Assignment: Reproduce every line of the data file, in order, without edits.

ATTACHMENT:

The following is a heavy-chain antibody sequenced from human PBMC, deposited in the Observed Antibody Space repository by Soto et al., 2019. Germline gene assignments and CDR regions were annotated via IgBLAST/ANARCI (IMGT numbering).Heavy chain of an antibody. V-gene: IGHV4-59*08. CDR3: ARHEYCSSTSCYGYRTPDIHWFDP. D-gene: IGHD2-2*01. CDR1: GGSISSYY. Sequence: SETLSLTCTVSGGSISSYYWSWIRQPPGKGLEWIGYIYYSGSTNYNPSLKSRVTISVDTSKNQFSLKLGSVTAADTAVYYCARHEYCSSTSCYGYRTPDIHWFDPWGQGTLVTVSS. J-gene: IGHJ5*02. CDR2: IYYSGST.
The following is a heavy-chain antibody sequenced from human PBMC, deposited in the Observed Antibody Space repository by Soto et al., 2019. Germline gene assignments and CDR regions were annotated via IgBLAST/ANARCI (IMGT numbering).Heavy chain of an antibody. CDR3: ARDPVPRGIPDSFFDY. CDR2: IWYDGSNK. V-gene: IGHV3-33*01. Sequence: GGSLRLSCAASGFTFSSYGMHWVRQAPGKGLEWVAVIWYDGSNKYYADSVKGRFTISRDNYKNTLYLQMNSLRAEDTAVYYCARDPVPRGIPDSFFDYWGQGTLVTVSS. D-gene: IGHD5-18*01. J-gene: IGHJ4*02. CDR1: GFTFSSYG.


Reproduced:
The following is a heavy-chain antibody sequenced from human PBMC, deposited in the Observed Antibody Space repository by Soto et al., 2019. Germline gene assignments and CDR regions were annotated via IgBLAST/ANARCI (IMGT numbering).Heavy chain of an antibody. V-gene: IGHV4-59*08. CDR3: ARHEYCSSTSCYGYRTPDIHWFDP. D-gene: IGHD2-2*01. CDR1: GGSISSYY. Sequence: SETLSLTCTVSGGSISSYYWSWIRQPPGKGLEWIGYIYYSGSTNYNPSLKSRVTISVDTSKNQFSLKLGSVTAADTAVYYCARHEYCSSTSCYGYRTPDIHWFDPWGQGTLVTVSS. J-gene: IGHJ5*02. CDR2: IYYSGST.
The following is a heavy-chain antibody sequenced from human PBMC, deposited in the Observed Antibody Space repository by Soto et al., 2019. Germline gene assignments and CDR regions were annotated via IgBLAST/ANARCI (IMGT numbering).Heavy chain of an antibody. CDR3: ARDPVPRGIPDSFFDY. CDR2: IWYDGSNK. V-gene: IGHV3-33*01. Sequence: GGSLRLSCAASGFTFSSYGMHWVRQAPGKGLEWVAVIWYDGSNKYYADSVKGRFTISRDNYKNTLYLQMNSLRAEDTAVYYCARDPVPRGIPDSFFDYWGQGTLVTVSS. D-gene: IGHD5-18*01. J-gene: IGHJ4*02. CDR1: GFTFSSYG.